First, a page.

I love containers. You love containers. We all love containers. But making containers that do everything we want without problems… well, that's not so easy. At Red Hat Summit in Boston, Red Hat has an idea on how to fix that: Red Hat Universal Base Image (UBI).
This, as Ron Pacheco, Red Hat's RHEL's director of product management, explained, helps you build truly productive containers. After all, while it's beautiful to deploy applications in containers, "from a Linux perspective, it's complicated." He said, "You have user space and libraries in your container, you have Kubernetes and kernel interoperating in a way that was never done in the hypervisor world."
So, in the UBI, you'll find "a set of essentially everything you need to put into your container." You can then build your RHEL-based application, and it's ready to be deployed anywhere, and fully ready for production.
In other words, you can build a containerized RHEL-based application on UBI, push it to a container registry server of your choosing, and share it. With this UBI, "you can build, share and collaborate on your containerized application wherever you want."
Of course, you could always build your own operating system images. Indeed, Red Hat has been releasing Red Hat Enterprise Linux (RHEL) images for years now. The UBI difference is that Red Hat supports the base image just as it would RHEL when it's run on a Red Hat supported platforms like OpenShift or RHEL.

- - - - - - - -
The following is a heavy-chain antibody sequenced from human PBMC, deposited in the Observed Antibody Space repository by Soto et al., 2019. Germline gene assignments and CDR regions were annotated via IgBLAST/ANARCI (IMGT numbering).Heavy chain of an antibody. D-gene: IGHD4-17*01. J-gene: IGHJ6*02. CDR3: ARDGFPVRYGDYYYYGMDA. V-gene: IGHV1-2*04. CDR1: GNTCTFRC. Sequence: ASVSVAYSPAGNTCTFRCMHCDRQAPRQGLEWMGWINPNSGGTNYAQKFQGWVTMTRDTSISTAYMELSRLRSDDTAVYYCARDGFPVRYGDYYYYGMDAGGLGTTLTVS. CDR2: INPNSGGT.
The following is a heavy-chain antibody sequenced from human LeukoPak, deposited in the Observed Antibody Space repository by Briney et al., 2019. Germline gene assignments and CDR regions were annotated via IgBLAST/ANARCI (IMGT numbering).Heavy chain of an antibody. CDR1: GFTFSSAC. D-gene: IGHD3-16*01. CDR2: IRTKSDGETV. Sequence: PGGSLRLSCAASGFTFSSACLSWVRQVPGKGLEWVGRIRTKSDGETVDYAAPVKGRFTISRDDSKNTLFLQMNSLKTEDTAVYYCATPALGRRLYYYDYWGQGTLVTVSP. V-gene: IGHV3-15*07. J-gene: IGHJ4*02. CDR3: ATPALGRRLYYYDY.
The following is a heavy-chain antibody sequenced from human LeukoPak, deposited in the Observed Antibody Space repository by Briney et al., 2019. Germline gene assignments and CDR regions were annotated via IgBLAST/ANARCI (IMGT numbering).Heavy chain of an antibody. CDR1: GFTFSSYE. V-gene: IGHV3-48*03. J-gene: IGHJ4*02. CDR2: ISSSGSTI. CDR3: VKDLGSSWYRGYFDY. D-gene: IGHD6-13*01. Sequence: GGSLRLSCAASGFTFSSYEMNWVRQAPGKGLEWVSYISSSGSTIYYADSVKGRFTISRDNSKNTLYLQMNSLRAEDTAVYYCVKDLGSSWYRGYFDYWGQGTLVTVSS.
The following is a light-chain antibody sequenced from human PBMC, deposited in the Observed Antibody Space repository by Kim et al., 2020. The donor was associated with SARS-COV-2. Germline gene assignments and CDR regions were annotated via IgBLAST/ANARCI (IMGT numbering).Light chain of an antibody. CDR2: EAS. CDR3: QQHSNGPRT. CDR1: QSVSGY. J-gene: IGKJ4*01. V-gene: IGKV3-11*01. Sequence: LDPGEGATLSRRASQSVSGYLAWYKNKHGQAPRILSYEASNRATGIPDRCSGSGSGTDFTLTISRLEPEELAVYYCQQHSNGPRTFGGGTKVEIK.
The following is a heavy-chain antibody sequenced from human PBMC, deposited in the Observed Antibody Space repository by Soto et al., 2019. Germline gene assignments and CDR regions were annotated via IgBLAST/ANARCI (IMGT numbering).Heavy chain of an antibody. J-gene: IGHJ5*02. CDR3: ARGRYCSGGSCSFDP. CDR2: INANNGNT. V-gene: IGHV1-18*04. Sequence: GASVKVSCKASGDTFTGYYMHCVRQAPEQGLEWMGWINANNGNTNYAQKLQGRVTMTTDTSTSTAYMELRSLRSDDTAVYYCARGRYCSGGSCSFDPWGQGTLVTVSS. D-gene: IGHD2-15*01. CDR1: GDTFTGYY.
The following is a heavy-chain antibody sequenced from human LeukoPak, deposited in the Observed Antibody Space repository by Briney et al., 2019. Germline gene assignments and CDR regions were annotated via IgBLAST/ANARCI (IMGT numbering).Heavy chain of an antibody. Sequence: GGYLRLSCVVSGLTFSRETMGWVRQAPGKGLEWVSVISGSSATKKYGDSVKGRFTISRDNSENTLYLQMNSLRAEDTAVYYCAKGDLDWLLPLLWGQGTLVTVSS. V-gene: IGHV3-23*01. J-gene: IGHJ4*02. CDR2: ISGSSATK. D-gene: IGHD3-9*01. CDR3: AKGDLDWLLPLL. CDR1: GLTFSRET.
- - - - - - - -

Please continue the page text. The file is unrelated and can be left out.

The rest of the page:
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With the launch of UBI, Red Hat is providing two sets of images, one based on RHEL 7 and another based on RHEL 8. These will come the latest programming languages and libraries from Red Hat Software Collections (RHEL 7) and Application Streams (RHEL 8). These images are scheduled to be updated up to four releases per year. This way developers will always have access to the latest programming languages and libraries.
The RHEL 7 UBIs come in eight versions. These include images for Node.js, PHP, Python 2 and 3, and Ruby developers. The RHEL 8 UBIs come in nine flavors. Among other platforms, these support .NET Core, Node.js, Perl, PHP, and Python 2 programers.
The pre-built containers will also be kept up to date whenever a new version of RHEL is released and when critical security bugs are patched. '